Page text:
Sedentary Behavior Linked to Increased Risk for Depression in Older Adults

older man sad
older man sad
Investigators found data that showed longer sedentary time frames correlated with increased risk for depression in older patients.

Sedentary behavior is associated with depression among patients aged 70 years with longer daily periods of inactivity correlating with increased risk for depression, according to a study recently published in the Journal of Affective Disorders.

This study included data from 3633 Swedish participants from the Healthy Ageing Initiative who were aged 70 years, with data collected between 2012 and 2017. Participants wore an accelerometer at home for 1 week after their initial visits to objectively measure sedentary behavior and physical activity. The 15-item Geriatric Depression Scale (GDS-15) was used to measure depression, with a score ≥5 indicating depression and <5 indicating nondepression. Covariate differences between depressed and nondepressed groups were investigated using the t-test and χ2 test, while the association between depression and sedentary behavior was investigated using hierarchical logistic regression.

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The risk for depression was greater among individuals with a longer total sedentary time (odds ratio [OR] 1.031; 95% CI, 1.007-1.055), with each 1% increase in sedentary time associated with a 3% increase in risk for depression. The risk was also greater among individuals with longer average length of sedentary bouts (OR 1.116; 95% CI, 1.003-1.243), in which each 1-minute average increase in the length of sedentary bouts was associated with a 12% greater risk for depression.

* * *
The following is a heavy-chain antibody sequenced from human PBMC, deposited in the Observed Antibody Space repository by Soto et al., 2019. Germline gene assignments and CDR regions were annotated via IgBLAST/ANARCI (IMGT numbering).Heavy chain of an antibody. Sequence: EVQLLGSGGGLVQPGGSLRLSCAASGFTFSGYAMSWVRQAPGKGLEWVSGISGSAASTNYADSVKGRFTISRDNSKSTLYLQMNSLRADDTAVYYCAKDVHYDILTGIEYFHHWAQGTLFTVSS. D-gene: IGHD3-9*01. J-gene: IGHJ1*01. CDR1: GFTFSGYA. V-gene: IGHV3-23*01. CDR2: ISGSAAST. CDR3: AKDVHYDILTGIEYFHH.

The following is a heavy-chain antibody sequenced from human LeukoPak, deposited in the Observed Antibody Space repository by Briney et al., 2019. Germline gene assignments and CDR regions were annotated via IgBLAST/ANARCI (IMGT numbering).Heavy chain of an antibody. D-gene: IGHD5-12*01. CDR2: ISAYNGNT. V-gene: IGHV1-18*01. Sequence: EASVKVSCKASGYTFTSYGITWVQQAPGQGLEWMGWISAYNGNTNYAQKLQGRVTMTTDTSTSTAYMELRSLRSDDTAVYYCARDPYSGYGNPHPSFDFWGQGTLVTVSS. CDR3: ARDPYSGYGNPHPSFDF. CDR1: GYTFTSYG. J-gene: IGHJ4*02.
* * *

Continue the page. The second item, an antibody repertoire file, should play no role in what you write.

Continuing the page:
Limitations to this study include the use of self-assessment in the GDS-15, potential selection bias due to those with physical impairment or acute depression not participating in the study, and the possibility that participants performed activities outside of their normal routines due to monitoring.

The study researchers concluded that sedentary behavior “is a potential risk factor for depression among older adults.” These findings were made more robust by the “adjustment for PA and the use of an objective measure in a large sample.” For clinicians treating older adults with depression, “the association between [sedentary behavior] and depression may be important to consider in the development of future recommendations.”

Eriksson M, Nääs S, Berginström N, Nordström P, Hansson P, Nordström A. Sedentary behavior as a potential risk factor for depression among 70-year-olds [published online November 12, 2019]. J Affect Disord. doi: 10.1016/j.jad.2019.11.035